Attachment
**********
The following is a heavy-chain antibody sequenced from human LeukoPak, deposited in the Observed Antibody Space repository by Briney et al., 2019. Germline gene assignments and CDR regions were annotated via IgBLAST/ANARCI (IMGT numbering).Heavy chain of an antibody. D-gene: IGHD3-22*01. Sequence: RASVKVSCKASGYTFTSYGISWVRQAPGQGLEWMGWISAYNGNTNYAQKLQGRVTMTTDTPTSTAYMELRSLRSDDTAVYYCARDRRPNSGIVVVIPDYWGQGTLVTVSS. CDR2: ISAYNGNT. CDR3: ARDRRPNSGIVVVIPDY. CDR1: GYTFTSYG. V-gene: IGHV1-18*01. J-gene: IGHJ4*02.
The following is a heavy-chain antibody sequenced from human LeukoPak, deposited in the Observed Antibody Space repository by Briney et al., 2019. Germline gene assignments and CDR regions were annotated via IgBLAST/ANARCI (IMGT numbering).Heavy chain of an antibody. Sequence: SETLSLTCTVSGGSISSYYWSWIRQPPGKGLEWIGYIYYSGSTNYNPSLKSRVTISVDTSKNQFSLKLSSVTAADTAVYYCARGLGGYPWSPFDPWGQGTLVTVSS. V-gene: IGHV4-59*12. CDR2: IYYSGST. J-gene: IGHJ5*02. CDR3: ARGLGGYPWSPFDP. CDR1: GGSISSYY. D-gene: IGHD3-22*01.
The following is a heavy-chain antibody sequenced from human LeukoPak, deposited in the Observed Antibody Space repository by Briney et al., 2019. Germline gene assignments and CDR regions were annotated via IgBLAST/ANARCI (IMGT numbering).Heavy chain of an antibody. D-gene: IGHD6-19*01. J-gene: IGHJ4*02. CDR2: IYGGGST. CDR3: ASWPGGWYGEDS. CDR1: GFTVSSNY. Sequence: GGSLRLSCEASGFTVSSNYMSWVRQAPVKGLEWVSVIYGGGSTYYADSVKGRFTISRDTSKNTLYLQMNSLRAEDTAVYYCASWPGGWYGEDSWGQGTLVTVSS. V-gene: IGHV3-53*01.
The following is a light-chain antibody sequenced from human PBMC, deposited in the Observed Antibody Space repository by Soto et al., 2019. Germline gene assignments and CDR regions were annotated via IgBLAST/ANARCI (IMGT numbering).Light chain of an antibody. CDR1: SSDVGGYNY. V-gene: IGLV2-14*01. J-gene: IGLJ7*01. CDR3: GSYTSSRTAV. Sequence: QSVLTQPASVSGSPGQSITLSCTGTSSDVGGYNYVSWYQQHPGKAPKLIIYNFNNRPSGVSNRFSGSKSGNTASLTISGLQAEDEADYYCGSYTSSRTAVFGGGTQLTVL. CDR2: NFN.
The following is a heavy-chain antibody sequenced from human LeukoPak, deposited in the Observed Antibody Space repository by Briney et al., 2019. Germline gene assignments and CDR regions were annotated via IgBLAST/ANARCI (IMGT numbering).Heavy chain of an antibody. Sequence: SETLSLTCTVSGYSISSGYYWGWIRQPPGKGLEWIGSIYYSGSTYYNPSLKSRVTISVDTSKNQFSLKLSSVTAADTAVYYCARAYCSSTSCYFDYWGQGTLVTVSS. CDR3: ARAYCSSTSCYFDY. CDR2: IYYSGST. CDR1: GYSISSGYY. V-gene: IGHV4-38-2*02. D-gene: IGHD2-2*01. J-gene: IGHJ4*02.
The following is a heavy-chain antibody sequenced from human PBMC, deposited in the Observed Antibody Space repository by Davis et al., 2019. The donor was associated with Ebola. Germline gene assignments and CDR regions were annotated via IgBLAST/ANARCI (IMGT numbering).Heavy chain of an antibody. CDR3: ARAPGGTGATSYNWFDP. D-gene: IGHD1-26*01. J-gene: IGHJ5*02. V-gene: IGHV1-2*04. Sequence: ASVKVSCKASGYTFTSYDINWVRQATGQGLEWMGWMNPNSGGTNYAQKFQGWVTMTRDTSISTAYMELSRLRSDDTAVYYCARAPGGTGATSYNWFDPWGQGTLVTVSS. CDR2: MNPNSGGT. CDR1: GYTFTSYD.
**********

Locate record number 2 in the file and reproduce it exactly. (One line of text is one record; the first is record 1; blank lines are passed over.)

The following is a heavy-chain antibody sequenced from human LeukoPak, deposited in the Observed Antibody Space repository by Briney et al., 2019. Germline gene assignments and CDR regions were annotated via IgBLAST/ANARCI (IMGT numbering).Heavy chain of an antibody. Sequence: SETLSLTCTVSGGSISSYYWSWIRQPPGKGLEWIGYIYYSGSTNYNPSLKSRVTISVDTSKNQFSLKLSSVTAADTAVYYCARGLGGYPWSPFDPWGQGTLVTVSS. V-gene: IGHV4-59*12. CDR2: IYYSGST. J-gene: IGHJ5*02. CDR3: ARGLGGYPWSPFDP. CDR1: GGSISSYY. D-gene: IGHD3-22*01.